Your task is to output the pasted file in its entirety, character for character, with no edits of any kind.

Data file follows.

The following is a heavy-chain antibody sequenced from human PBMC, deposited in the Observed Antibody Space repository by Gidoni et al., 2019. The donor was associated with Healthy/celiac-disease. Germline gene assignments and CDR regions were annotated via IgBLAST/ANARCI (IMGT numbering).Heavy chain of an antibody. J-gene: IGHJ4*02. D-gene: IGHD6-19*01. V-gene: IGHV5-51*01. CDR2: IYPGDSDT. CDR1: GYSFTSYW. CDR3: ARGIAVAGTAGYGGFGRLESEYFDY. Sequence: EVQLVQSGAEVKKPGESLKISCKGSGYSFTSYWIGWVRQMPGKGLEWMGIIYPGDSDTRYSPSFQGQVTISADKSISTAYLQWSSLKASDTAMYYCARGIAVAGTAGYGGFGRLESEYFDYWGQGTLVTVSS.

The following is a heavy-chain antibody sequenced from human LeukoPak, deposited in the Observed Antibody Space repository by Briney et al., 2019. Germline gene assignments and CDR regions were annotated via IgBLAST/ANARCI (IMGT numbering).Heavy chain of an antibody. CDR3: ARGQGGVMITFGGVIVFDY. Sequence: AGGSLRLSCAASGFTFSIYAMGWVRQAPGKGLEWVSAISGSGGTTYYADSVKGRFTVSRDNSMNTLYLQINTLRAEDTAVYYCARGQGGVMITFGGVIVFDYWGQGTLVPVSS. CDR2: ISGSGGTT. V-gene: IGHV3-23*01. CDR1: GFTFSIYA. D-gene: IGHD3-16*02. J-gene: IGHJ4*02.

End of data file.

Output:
The following is a heavy-chain antibody sequenced from human PBMC, deposited in the Observed Antibody Space repository by Gidoni et al., 2019. The donor was associated with Healthy/celiac-disease. Germline gene assignments and CDR regions were annotated via IgBLAST/ANARCI (IMGT numbering).Heavy chain of an antibody. J-gene: IGHJ4*02. D-gene: IGHD6-19*01. V-gene: IGHV5-51*01. CDR2: IYPGDSDT. CDR1: GYSFTSYW. CDR3: ARGIAVAGTAGYGGFGRLESEYFDY. Sequence: EVQLVQSGAEVKKPGESLKISCKGSGYSFTSYWIGWVRQMPGKGLEWMGIIYPGDSDTRYSPSFQGQVTISADKSISTAYLQWSSLKASDTAMYYCARGIAVAGTAGYGGFGRLESEYFDYWGQGTLVTVSS.

The following is a heavy-chain antibody sequenced from human LeukoPak, deposited in the Observed Antibody Space repository by Briney et al., 2019. Germline gene assignments and CDR regions were annotated via IgBLAST/ANARCI (IMGT numbering).Heavy chain of an antibody. CDR3: ARGQGGVMITFGGVIVFDY. Sequence: AGGSLRLSCAASGFTFSIYAMGWVRQAPGKGLEWVSAISGSGGTTYYADSVKGRFTVSRDNSMNTLYLQINTLRAEDTAVYYCARGQGGVMITFGGVIVFDYWGQGTLVPVSS. CDR2: ISGSGGTT. V-gene: IGHV3-23*01. CDR1: GFTFSIYA. D-gene: IGHD3-16*02. J-gene: IGHJ4*02.